- Babysit for a single mom
- Teach compassion with a Family Giving Box
- Write a Family Mission Statement
- Bake cookies for your local fire dept.
- Pick up trash at local park as a family field trip
- Create snack packs for Ronald McDonald residents
- Welcome a new family to the neighborhood with a dessert and introduction
- Pray for the poor of the world
- Color a Smile-print coloring page to be given to lift someone in need up
- Make a baby care kit for a baby in need
- Take time each week to unplug as a family
- Donate your time or treasure to the Make a Wish Foundation
- Appreciate your church staff in some small, tangible way
- Do yard work for an elderly neighbor
- Make a Life Book for a child in Foster Care
- Read You Were Made to Make A Difference as a family
- Volunteer to cuddle babies at the hospital (older kids/teens are often allowed also)
- Read Christmas Jars as family
- Save loose change in a jar and give to a needy family at Christmas
- Take a family volunteering vacation
- Stop and say thank you to grocery clerks, waitresses. Ask them how they are doing.
- Become a monthly sponsor to help pregnant girls in Kenya
- Make a birthday cake for an underpriviledged child
- Serve at home: make each other’s beds, clean up someone else’s mess
- Write thank you notes to people who serve you: postman, yard guy, doctor, etc
- Sponsor a child monthly (cannot recommend enough)
- Make relief kits for disaster relief victims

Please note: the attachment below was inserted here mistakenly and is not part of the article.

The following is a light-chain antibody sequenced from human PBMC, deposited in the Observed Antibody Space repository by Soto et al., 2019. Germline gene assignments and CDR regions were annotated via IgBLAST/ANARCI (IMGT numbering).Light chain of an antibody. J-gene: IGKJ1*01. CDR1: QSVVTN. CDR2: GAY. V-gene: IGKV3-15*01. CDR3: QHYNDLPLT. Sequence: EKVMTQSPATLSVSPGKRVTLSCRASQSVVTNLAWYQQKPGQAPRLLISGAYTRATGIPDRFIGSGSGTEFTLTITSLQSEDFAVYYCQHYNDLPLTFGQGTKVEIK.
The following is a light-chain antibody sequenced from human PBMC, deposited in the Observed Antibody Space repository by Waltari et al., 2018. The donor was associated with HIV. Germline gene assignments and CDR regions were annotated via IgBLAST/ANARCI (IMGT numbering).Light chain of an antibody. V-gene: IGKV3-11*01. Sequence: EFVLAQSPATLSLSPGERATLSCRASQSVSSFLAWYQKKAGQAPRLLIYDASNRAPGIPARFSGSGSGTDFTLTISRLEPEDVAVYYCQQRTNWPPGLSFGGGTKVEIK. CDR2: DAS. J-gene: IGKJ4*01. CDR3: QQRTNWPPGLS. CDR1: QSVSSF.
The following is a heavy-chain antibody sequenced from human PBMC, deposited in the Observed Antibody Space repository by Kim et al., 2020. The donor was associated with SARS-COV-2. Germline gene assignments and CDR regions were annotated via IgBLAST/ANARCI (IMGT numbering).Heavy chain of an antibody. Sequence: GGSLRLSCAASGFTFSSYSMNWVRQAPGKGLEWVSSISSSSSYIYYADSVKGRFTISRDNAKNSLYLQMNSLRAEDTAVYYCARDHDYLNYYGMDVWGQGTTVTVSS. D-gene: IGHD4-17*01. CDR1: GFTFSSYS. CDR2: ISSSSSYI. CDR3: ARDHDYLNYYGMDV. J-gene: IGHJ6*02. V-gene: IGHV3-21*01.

- Sew a sleeping bag for someone in need (easy pattern)
- Volunteer at a non-profit
- Make up some Hygiene Bags to pass out to local homeless people
- Take your family on a tour of Red Cross
- Put a monthly date on the calendar for a Family Service Night
- Take a meal to a new family
- Create a card for Habitat for Humanity new home owner
- Encourage your older children to be a Mother’s Helper to a mom with young kids
- Fill a backpack to help give a homeless person a lift up
- Make birthday cards and deliver them to a local nursing home monthly
- Donate books to Africa
- Take your kids to a local Food Pantry with canned goods to donate
- Deliver food for Meals on Wheels
- Pray as a family on a regular basis for the people in your life.
- Donate your hair to Locks of Love.
- Give blood. (Take your kids with you and explain the importance).
- Donate nice toys to cancer ward at a Children’s Hospital
- Buy a mosquito net and help prevent malaria
- Randomly celebrate each other with a special treat, meal, time
- Donate school supplies to a classroom in need
- Compliment and thank the teachers in your life
- Buy a soccer ball for a child in poverty
- Give a used bike to a homeless person
- Donate coloring books/crayons to hospital emergency rooms
- Host a 40 hour famine in your home (fast something!)
- Give clothes to a family in need (call your church/school to find one)
- Read to a special needs child
- Only drink water for 2 weeks, give proceeds for clean water
- Buy a goat for a family in extreme poverty
- Give a donation in someone’s name to an organization you believe in
- Send your used shoes to Reuse-a-Shoe
- Become Certified Respite Caregivers to give Foster Family’s a babysitting
- Decorate a Christmas tree at an elderly person’s house
- Hold a collection drive: makeup, lotions, etc for women at a shelter
- Find a Food Bank near you to volunteer
- Deliver fresh fruit/veggies to children at a homeless shelter